"It doesn't change my personality. I'm still that funny, goofy, entertaining guy," he continued. "So I don't even know why I needed to drink in the first place, because that's just my personality. I'm so happy my mind is clear and I can focus on the stuff that is truly important."

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Life-changing opportunities

Carter is thankful for that same clear mindedness and deeper relationships with friends and family.

During his keynote for People Incorporated, he encouraged others to seek support for challenges they may be facing, whether mental-health related, addiction-related or both, as the two of the two often overlap.

According to the Substance Abuse & Mental Health Services Administration, "substance abuse problems occur more frequently with certain mental health problems, including depression, anxiety disorders, schizophrenia and personality disorders." SAMHSA also notes the following:

  • Certain substances can cause people with an addiction to experience one or more symptoms of a mental health problem.
  • Mental health problems can sometimes lead to alcohol or drug use, as some people with a mental health problem may misuse these substances as a form of self-medication.
  • Mental health and substance use disorders share some underlying causes, including changes in brain composition, genetic vulnerabilities, and early exposure to stress or trauma.

Carter acknowledged that getting help when he needed it most was "uncomfortable and a lot of work."

But he's a better man because of it. And when it looked like his NFL dream was falling away, the Vikings willingness to give Carter another opportunity is what changed his story completely.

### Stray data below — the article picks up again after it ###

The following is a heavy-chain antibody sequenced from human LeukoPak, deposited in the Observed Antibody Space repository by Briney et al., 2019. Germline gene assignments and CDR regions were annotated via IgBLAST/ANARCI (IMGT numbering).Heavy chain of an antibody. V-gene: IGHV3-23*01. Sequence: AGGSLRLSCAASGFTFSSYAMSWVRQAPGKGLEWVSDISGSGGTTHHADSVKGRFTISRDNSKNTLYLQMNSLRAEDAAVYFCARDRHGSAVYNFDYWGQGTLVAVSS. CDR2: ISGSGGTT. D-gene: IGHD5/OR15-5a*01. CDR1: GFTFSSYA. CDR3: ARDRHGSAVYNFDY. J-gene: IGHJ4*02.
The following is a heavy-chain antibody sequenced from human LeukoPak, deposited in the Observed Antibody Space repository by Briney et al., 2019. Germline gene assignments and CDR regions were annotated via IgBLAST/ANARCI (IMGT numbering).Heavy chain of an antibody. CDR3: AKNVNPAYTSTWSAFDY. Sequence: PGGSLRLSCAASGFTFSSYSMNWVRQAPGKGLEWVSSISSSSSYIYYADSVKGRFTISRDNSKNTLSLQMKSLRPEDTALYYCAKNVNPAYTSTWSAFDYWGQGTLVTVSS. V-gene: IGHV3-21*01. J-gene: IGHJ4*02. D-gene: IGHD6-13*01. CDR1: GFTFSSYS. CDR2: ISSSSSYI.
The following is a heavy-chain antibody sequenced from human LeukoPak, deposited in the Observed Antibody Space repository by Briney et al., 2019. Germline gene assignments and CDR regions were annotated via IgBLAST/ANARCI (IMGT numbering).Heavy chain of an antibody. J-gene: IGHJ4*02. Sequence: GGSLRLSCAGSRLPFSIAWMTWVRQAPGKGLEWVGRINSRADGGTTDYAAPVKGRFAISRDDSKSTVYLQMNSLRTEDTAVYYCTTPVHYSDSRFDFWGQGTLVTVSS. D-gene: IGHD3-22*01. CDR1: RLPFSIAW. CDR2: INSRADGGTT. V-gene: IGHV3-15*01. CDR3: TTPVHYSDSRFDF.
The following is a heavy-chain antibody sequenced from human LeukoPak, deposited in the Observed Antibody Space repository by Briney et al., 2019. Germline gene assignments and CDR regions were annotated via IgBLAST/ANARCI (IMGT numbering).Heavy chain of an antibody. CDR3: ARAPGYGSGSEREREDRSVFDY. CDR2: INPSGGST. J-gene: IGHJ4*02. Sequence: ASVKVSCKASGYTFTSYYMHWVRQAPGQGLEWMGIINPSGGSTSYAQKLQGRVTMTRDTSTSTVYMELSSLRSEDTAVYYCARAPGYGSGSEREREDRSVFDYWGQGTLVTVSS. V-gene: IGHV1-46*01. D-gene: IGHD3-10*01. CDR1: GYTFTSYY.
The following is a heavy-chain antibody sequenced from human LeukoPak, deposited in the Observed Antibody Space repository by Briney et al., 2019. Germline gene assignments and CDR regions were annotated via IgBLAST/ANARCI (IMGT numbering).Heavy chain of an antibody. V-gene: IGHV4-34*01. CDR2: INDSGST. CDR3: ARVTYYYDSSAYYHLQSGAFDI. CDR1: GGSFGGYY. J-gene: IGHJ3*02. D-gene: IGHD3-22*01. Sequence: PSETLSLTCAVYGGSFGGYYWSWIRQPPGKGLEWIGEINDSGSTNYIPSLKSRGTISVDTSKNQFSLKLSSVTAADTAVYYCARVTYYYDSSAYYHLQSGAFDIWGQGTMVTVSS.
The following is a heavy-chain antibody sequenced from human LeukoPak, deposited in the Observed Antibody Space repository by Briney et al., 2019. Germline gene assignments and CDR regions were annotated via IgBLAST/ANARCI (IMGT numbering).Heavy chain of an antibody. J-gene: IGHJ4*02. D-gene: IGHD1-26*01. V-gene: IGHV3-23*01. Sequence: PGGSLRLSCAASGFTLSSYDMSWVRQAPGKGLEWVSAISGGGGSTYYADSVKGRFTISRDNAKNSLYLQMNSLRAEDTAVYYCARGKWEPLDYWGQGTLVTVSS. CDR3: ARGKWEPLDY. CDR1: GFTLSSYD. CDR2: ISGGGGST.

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"I don't get a Gold Jacket unless the Minnesota Vikings go out of their way to help me," Carter said. "And that's why we should be so supportive of organizations like [People Incorporated] that are out there doing great things for people. We all need help. … We all need a place to thrive. And that's what the Minnesota Vikings were able to give to me. It gave me the power to build change in my life, to build change in my family's life. And to come to events like this one realizing, 'Oh yeah, I'm very, very different.' But at this point in my life, I look in the mirror [and say], 'I like that guy.'

"If you're out there and you need [help], reach out to someone," Carter added. "Reach out to a teammate. Reach out to a family member. Because there are more people right now willing to help you than you realize."

Carter gestured to Glazer, who sat nearby, and expressed their shared desire to help others through their own experiences.

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"I hate being a drug addict. I hate being an alcoholic. But it gives me the strength and power to know that anything I want to do, I can do. And we need to empower more people to let them know," Carter said. "We're not looking for perfect. We're looking for a lot of people that look like us, sound like us and want that opportunity to do something great with their life. That's why I'm always excited to come back to Minnesota.